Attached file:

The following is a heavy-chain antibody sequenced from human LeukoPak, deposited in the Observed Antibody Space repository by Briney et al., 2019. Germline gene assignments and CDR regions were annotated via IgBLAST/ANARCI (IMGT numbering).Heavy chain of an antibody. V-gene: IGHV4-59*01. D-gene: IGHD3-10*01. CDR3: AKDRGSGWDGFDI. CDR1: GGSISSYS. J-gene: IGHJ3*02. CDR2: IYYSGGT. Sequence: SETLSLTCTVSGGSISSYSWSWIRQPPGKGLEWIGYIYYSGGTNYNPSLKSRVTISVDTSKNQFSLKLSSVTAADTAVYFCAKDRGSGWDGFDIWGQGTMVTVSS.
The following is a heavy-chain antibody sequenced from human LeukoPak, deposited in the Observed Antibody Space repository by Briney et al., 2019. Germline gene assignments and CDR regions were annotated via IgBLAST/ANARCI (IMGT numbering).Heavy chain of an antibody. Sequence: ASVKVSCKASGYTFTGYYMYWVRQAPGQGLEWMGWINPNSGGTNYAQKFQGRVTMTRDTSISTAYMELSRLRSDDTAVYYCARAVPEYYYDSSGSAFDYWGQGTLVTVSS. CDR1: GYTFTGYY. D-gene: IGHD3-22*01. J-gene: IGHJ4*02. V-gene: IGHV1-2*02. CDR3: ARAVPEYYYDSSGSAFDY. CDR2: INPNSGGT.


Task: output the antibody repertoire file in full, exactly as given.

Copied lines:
The following is a heavy-chain antibody sequenced from human LeukoPak, deposited in the Observed Antibody Space repository by Briney et al., 2019. Germline gene assignments and CDR regions were annotated via IgBLAST/ANARCI (IMGT numbering).Heavy chain of an antibody. V-gene: IGHV4-59*01. D-gene: IGHD3-10*01. CDR3: AKDRGSGWDGFDI. CDR1: GGSISSYS. J-gene: IGHJ3*02. CDR2: IYYSGGT. Sequence: SETLSLTCTVSGGSISSYSWSWIRQPPGKGLEWIGYIYYSGGTNYNPSLKSRVTISVDTSKNQFSLKLSSVTAADTAVYFCAKDRGSGWDGFDIWGQGTMVTVSS.
The following is a heavy-chain antibody sequenced from human LeukoPak, deposited in the Observed Antibody Space repository by Briney et al., 2019. Germline gene assignments and CDR regions were annotated via IgBLAST/ANARCI (IMGT numbering).Heavy chain of an antibody. Sequence: ASVKVSCKASGYTFTGYYMYWVRQAPGQGLEWMGWINPNSGGTNYAQKFQGRVTMTRDTSISTAYMELSRLRSDDTAVYYCARAVPEYYYDSSGSAFDYWGQGTLVTVSS. CDR1: GYTFTGYY. D-gene: IGHD3-22*01. J-gene: IGHJ4*02. V-gene: IGHV1-2*02. CDR3: ARAVPEYYYDSSGSAFDY. CDR2: INPNSGGT.